I am suggesting the Tent City Jail only for the homeless that Milk the system or out-of town-homeless to change the city to a “negative goal object” from the “positive goal objective” that Ben constantly talks about so correctly.
For addicts – “long stays at Janus” or “ankle bracelets & antabus” [if they volunteer].
Lockdown residential facilities already exist for out-of-control mentally ill.
And the county can help the unfortunate by putting them up in hotels and motels as successfully happened under a judge’s order down South. The city and county can qualify for state money which is being made available for this.
Motivation theorist Kurt Levin has a positive and negative valence construct and Santa Cruz currently is a positive goal objective. A highly visible Tent City Jail would be a negative goal object for the “milkers” you speak of, and differentiated strategies for other subgroups would change the sign on the gate from “Welcome to Santa Cruz and get free needles and drugs with no arrests”, to “Come to Santa Cruz and go directly to Jail or Janis.
Try some different arithmetic. County population is 262,382 (2017). Santa Cruz city, 65,021. Watsonville 54098. So, Santa Cruz and Watsonville make up 45% of the population but have the only shelters. When the rest the county matches Santa Cruz and Watsonville we can talk about more capacity in Santa Cruz.
Thanks Ken. Your post wasn’t lost in space. It was held in moderation. It happens to everyone the first time they comment. I agree 100% with you.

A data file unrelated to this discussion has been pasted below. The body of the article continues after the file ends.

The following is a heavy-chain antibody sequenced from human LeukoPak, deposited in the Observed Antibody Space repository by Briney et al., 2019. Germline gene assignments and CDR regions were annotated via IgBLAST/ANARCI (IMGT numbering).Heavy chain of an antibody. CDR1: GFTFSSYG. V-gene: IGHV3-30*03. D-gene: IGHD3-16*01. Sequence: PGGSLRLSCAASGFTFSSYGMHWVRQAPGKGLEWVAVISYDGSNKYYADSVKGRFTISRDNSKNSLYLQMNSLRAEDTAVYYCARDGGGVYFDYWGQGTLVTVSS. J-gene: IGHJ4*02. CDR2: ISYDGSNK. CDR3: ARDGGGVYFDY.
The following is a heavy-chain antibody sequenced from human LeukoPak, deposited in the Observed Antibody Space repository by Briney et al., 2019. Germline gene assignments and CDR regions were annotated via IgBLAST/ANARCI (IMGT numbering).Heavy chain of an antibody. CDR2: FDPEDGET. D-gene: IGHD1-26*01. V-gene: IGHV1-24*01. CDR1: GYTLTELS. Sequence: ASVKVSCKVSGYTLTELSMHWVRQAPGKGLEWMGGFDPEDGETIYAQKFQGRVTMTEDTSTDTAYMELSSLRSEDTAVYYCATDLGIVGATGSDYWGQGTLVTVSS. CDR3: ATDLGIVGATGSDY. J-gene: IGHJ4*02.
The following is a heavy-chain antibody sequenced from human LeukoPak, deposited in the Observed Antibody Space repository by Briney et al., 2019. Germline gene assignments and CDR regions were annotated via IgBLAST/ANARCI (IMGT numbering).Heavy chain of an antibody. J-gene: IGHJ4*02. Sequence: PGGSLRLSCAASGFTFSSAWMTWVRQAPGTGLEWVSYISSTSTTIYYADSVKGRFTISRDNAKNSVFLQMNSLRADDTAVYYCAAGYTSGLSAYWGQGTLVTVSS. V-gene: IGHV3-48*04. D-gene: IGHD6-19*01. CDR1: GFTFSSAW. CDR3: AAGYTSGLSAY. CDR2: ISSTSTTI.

Re: Dave Lane—quick google search shows this; maybe the same guy? If so, more UCSC.
Looks like it, UCSC employees, probably not a good choice.
Really love your perspective and passion. The Sheriff did a much better job in the county of controlling the illegal fireworks and my dog appreciated it. I hope we as a society can figure out the right thing for the homeless-addicted-mentally ill problems. Answers like long-term hospitalizations and treatment are so politically scorned and reviled that the ” throw them out on the street or commit a crime and go to jail for a day or so” is all we do. So, I just read the mierda and join the hand wringing. And your column is a place to vent. I feel so sorry for the downtown merchants. Imagine, can’t even reveal their names for fear of retaliation. Just awful. Maybe we should all seek asylum in Mexico. Just sayin.
only 250,000 people in the whole county and we are expected to shelter anyone who knocks on the door- there are no jobs here and housing is unaffordable- this is a social experiment gone wrong- hopefully they start letting districts elect their reps –